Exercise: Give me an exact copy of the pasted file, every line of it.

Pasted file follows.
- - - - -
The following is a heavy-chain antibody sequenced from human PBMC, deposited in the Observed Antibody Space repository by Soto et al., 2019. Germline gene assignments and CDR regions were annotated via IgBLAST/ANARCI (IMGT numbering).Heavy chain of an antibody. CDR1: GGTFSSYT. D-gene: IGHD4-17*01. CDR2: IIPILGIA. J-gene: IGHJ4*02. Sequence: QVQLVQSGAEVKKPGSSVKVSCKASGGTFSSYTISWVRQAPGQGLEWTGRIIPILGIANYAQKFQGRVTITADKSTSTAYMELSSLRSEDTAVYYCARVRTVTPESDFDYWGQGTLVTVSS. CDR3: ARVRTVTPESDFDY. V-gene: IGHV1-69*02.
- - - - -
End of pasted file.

The following is a heavy-chain antibody sequenced from human PBMC, deposited in the Observed Antibody Space repository by Soto et al., 2019. Germline gene assignments and CDR regions were annotated via IgBLAST/ANARCI (IMGT numbering).Heavy chain of an antibody. CDR1: GGTFSSYT. D-gene: IGHD4-17*01. CDR2: IIPILGIA. J-gene: IGHJ4*02. Sequence: QVQLVQSGAEVKKPGSSVKVSCKASGGTFSSYTISWVRQAPGQGLEWTGRIIPILGIANYAQKFQGRVTITADKSTSTAYMELSSLRSEDTAVYYCARVRTVTPESDFDYWGQGTLVTVSS. CDR3: ARVRTVTPESDFDY. V-gene: IGHV1-69*02.